Bob Tiernan

  • mlw (unverified)

    If you look at the numbers of people who get the prescription, only about 50-60% actually take it. This mirrors that the primary concern for most patients is the loss of autonomy. Put another way, having lost almost everything, what most people in this situation want most is simply to have a choice. See the most recent report here. It is the height of paternalism to claim, as opponents do, that the State has a greater interest in this decision than the individual.

    There is also substantial evidence that this simply provides a legal means for doing what was previously done illegally. Personally, I believe that, by providing a process that addresses the patient's condition in some rational way and provides the person with a choice, Death with Dignity probably decreased the actual incidence of voluntary termination of life.

    The collateral effects have also been very positive. Although Death with Dignity really has nothing to do with palliative care, it has both promoted the provision of palliative care and made pain management specialists substantially more likely to prescribe appropriately high levels of pain medication at the end of life. Where before they felt like they might be accused of deliberately trying to kill the patient, now they feel more comfortable that their medical decisions to provide effective pain control will not be second guessed.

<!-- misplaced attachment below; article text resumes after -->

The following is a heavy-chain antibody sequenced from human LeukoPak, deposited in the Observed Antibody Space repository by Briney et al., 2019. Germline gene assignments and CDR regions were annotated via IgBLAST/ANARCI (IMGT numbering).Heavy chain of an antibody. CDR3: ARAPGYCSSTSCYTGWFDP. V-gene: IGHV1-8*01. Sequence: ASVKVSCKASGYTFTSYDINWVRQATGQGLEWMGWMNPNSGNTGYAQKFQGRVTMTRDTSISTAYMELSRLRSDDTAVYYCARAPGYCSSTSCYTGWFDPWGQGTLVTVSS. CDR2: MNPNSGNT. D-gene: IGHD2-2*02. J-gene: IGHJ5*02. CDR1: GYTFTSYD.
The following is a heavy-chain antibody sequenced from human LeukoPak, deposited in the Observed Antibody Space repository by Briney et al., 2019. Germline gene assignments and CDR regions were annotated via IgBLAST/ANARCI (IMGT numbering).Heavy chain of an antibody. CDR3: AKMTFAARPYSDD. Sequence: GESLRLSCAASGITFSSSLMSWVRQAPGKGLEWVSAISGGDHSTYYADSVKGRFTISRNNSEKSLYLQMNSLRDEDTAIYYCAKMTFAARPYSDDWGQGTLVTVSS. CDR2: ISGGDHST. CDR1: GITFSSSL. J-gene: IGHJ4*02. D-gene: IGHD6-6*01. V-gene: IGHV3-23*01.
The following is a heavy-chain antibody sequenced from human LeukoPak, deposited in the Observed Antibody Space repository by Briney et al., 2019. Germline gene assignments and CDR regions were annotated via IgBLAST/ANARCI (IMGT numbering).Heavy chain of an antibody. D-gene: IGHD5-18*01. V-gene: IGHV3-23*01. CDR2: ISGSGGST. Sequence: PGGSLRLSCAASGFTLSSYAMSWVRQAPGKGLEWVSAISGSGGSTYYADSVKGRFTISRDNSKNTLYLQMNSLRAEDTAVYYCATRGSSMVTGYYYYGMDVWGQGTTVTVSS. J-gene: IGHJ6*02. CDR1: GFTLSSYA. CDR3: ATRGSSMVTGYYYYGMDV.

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    Bob, you're projecting. If you read what I read, I was not saying slavery is inherently capitalist; it isn't. Actually what I wrote is much closer to the opposite. My views of the nature of slavery and its relationship to capitalism are much more complex and just don't fit your stereotype of what "free market haters" think. All of these issues were central foci of my graduate studies in history; comparative slavery was one of my Ph.D. candidacy exam fields.

    Fitzhugh was an interesting thinker but also an atypical ideologue. And before taking any of his other claims very seriously, you might want to consider whether his portrayal of happy, carefree slaves has the least plausibility. What he says about marriage is a flat out lie -- slave marriages had no legal standing, and slave families were broken up regularly by owners' whims, by creditors forcing sales to collect debts, and by owners' deaths.